“We are hoping to find clues to the origin of life on Earth by analyzing details of the organic materials brought back by Hayabusa2.”


NASA and JAXA are each bringing home asteroid samples to share

NASA sent its own spacecraft to an asteroid this year: Osiris-Rex (short for the Origins, Spectral Interpretation, Resource Identification, Security-Regolith Explorer).

The probe high-fived asteroid Bennu on October 20, landing on its surface for just six seconds to stir up dust. In that brief landing, it collected a whopping 2 pounds of samples.

That spacecraft won’t return with its bounty until 2023.

But combined, the samples from Osiris-Rex and Hyabusa2 will provide the world’s first comprehensive set of pristine asteroid material.

NASA and JAXA have agreed to share bits of their samples with each other for scientific study.

Portions of both agencies’ asteroid samples will also be stored for future research.

“These samples returned from Bennu will also allow future planetary scientists to ask questions we can’t even think of today and to be able to use analysis techniques that aren’t even invented yet,” Lori Glaze, the director of NASA’s Planetary Science Division, said in a briefing after Osiris-Rex collected its samples.

Watch JAXA’s live coverage of its first asteroid-sample return, starting 12 p.m. ET on Saturday:

This article was originally published by Business Insider.

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Chinese Probe Heads Back to Earth With First Moon Rocks Collected in 40 Years

in Science News by

A Chinese space probe has lifted off from the surface of the Moon to return to Earth, an ambitious effort to bring back the first lunar samples in four decades.​

Beijing is looking to catch up with the US and Russia after taking decades to match its rivals’ achievements and has poured billions into its military-run space programme.


The Chang’e-5 spacecraft, named after the mythical Chinese Moon goddess, left the Moon at 1510 GMT Thursday, said China’s space agency.

A module carrying lunar rocks and soil was launched into orbit by a powerful thrust engine, officials said of the mission that landed Tuesday on the Moon.

Video footage from China’s state broadcaster CCTV showed the probe taking off from the surface of the Moon in a bright burst of light.

The space agency said that “before lift-off, the Chinese flag was raised on the moon’s surface”.

It added that this was the first time that China had achieved take-off from an extraterrestrial body.​

The module then must undergo the delicate operation of linking up with the part of the spacecraft that is to bring the specimens back to Earth, official news agency Xinhua reported.​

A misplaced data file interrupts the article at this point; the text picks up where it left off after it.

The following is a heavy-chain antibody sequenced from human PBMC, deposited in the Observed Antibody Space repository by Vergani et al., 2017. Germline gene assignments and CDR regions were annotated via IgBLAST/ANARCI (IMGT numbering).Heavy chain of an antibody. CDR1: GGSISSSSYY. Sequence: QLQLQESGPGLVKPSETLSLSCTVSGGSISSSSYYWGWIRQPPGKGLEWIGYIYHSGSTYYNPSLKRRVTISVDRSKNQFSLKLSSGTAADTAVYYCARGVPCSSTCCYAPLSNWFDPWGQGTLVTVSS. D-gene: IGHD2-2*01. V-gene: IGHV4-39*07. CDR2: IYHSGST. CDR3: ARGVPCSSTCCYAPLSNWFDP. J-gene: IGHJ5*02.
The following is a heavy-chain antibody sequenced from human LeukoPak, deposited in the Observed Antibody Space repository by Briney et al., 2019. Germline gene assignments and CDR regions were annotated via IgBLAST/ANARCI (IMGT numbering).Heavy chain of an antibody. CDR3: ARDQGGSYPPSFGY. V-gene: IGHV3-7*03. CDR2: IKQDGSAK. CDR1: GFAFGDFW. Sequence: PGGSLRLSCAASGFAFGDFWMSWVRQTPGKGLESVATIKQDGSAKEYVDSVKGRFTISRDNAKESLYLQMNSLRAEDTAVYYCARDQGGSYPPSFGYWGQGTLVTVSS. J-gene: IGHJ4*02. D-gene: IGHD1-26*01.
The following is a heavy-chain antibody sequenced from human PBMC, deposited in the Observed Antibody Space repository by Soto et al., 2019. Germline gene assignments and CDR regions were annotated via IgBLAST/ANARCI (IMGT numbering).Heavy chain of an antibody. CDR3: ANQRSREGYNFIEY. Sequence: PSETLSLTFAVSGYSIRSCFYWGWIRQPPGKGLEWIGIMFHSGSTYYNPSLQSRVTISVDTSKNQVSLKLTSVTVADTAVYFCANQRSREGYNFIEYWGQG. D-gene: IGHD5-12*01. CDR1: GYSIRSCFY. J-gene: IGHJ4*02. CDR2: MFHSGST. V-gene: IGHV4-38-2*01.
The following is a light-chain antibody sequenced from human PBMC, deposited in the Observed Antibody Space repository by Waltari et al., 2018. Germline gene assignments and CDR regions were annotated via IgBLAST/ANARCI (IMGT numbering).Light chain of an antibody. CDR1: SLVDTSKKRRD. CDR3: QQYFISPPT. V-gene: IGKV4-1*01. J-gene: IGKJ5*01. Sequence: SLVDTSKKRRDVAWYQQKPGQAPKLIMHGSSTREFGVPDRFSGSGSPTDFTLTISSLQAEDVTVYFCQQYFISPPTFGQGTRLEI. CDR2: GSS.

Scientists hope the samples will help them learn about the Moon’s origins, formation, and volcanic activity on its surface.

If the return journey is successful, China will be only the third country to have retrieved samples from the Moon, following the United States and the Soviet Union in the 1960s and 1970s.


Space dreams

This is the first such attempt since the Soviet Union’s Luna 24 mission in 1976.

The spacecraft’s mission was to collect two kilograms (4.5 pounds) of material in an area known as Oceanus Procellarum – or “Ocean of Storms” – a vast, previously unexplored lava plain, according to the science journal Nature.​

Xinhua, which called Chang’e-5 “one of the most complicated and challenging missions in Chinese aerospace history“, reported the probe worked for about 19 hours on the Moon.​

The samples were to be returned to Earth in a capsule programmed to land in northern China’s Inner Mongolia region, according to US space agency NASA.

​Under President Xi Jinping, plans for China’s “space dream”, as he calls it, have been put into overdrive.

China hopes to have a crewed space station by 2022 and eventually send humans to the Moon.

China launched its first satellite in 1970, while human spaceflight took decades longer – with Yang Liwei becoming China’s first “taikonaut” in 2003.​

A Chinese lunar rover landed on the far side of the Moon in January 2019 in a global first that boosted Beijing’s aspirations to become a space superpower.

The latest probe is among a slew of ambitious targets, which include creating a powerful rocket capable of delivering payloads heavier than those NASA and private rocket firm SpaceX can handle, a lunar base, and a permanently crewed space station.

China’s taikonauts and scientists have also talked up crewed missions to Mars.​ ​ ​

© Agence France-Presse


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On Monday You’ll Be Able to See The Full Moon Pass Through Earth’s Shadow

in Science News by

Skywatchers admiring November’s full moon will also get to see another treat: a penumbral eclipse, when the Moon passes through Earth’s outer shadow, on Monday, November 30, according to NASA.


The Moon will be at its fullest for only a moment — on Monday, that happens at 4:30 am EST (9:30 UTC) — but the Moon will appear full for three days: from Saturday night through Tuesday morning (November 28 to December 1).  

Meanwhile, sky gazers need to remember three times to catch the penumbral eclipse: It starts before the full moon at 2:32 am EST (7:32 UTC); reaches its maximum at 4:42 am EST (9:42 UTC), when 83 percent of the Moon will be covered with Earth’s faint shadow; and ends at 6:53 a.m. EST (11:53 UTC) Monday morning, according to timeanddate.com

Penumbral eclipses are different from total or partial eclipses. During a total lunar eclipse, Earth passes directly between the sun and moon, blocking the sun’s light from reaching our natural satellite.

In contrast, during a partial eclipse, the Moon passes through part of Earth’s inner dark shadow, known as the umbra.